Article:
Landau says the board has always been political. "If I really sit down and look at the stuff, I don't think it is any different from before," she says. "CPB, because it is CPB, is always in a position of defending itself."
But both she and O'Connor, who runs a radio production business in California, say there has been no control from the White House. "If there is an effort by anyone in the White House to influence CPB, I didn't get a phone call. I have got to assume since I am such a strong supporter of the administration and a friend of the president, I would have been called," says O'Connor, an outspoken critic of Landau.
Rockefeller says the board has indeed been politicized. "I can't say it is a master plan. But they act in lock step. We have never had that before." She cites a discussion of "Concealed Enemies," a dramatization of the Alger Hiss-Whittaker Chambers spy case in which some members complained that Hiss was more favorably portrayed than Chambers. "There appears to be constant contact with the White House on CPB and other matters," she says.
Towery says other board members have asked him "what his agenda is," and he replies, "I don't have an agenda except to get off the board as quick as I can and to see that it works effectively while I am there. This is not a right-wing agenda."
"The board has always been viewed with distrust though some members have been viewed with trust," says Virginia Fox, president of the Southern Educational Communications Association. "When the appointments were made by a Democratic president, there was apprehension that there might be a hidden agenda. Whenever the stations see the turnover, and the potential dominance of one political party, the stations get nervous." Fox has attended every board meeting in the last 5 1/2 years. "The perception is not new. It has to do with a fear . . . that the good of public broadcasting might be submerged by this philosophical split and personality differences." She says the current rift is "a holy war and each side feels they hold the grail. I don't see either side giving in."
Besides varied philosophies, the board members say, the rift has been fueled by personality differences and power plays. Comparisons between Landau and Rockefeller have led some to see the problems solely as a feud between the two women. Both vigorously resent that view. "I think that is something that is used against women," says Landau. "If it were two guys having the same fight, I don't think it would be described the same way."
One male board member cautions that the divisions have changed substantially during the year because the personality conflicts keep changing. Rockefeller disagrees."This unfortunate turn of events results largely from different understandings of what the leadership of public broadcasting should be and what the future of public broadcasting is," she says. "It has nothing to do with personalities."
The leadership function, says Douglas Bennet, president of NPR, has been the one most severely hampered, making it hard for producers and stations "to take iniatives." White, the general counsel for ITT Communications & Information Services, disagrees. "I would think the industry would follow the needs of people and then CPB should shed some light. But that doesn't mean the light isn't out there somewhere else."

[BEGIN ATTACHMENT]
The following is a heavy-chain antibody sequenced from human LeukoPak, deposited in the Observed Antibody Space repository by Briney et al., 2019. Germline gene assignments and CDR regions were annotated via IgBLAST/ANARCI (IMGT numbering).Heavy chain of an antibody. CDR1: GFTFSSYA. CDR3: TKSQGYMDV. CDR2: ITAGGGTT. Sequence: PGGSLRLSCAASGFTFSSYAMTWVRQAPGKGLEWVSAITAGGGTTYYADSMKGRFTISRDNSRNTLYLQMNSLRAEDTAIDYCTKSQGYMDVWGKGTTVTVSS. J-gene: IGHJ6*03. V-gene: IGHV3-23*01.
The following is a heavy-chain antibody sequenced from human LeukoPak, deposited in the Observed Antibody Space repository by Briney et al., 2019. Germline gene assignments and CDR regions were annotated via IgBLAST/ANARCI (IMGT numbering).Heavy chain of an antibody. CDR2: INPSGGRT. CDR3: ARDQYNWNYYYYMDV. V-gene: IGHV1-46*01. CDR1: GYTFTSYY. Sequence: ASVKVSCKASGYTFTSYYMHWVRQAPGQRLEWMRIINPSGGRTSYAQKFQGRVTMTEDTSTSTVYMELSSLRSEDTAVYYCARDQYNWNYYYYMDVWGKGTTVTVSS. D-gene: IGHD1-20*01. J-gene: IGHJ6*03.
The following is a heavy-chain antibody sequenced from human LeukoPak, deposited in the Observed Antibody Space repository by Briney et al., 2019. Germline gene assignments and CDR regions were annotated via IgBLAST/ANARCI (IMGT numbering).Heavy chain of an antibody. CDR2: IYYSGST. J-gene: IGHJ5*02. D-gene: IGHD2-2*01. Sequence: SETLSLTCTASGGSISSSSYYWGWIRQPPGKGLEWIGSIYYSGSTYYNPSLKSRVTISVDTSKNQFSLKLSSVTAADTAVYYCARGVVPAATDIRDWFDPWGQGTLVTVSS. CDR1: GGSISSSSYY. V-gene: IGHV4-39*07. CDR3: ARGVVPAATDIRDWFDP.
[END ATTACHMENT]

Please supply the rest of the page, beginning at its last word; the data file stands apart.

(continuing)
As for a falloff of CPB services to its constituency, David Ives, vice chairman of WGBH in Boston, says, "I'm not aware of any."
But one broadcaster complains that an administrative bottleneck has caused some delays in the grant process. "We are having difficulty securing payments on grants on which we have already done a great deal of work. I don't know if it is staff paralysis due to board uncertainty or whether it is a lack of sufficient staff," says O. Leonard Press, executive director of Kentucky Educational Television.
Some members have criticized Landau's management style, but Brookhiser, a senior editor with National Review, feels the board under Landau has been revitalized. "The split, of course, makes it interesting," he says.
Ron Hull, director of the $25 million programming fund, says in his three years, "there hasn't been one instance we received pressure from the board . . . They have kept their own opinions and politics out of programming." But even some board members say the staff doesn't have stability because of the board actions and the lack of a president.
The biggest guessing game is whether the appointment of new members or the reappointment of current ones will change the dynamics. The terms of Landau, Towery, O'Connor, Herndon and White expire in March 1986. Herndon and White can't serve again. There is a possibility the board could function at some point next year with just five members, because members can't continue to serve if replacements aren't named at the time their terms expire. There is a possibility that President Reagan could have shaped a completely new CPB board by 1987.
Towery is anxious to get off and is optimistic that new members will help change the divisions.
Landau isn't banking on being reappointed and is reluctant to speculate on whether the new composition will change the dynamics of the board. "Boards take on their own character when you get a body of 10 people together who will be there for three or four years."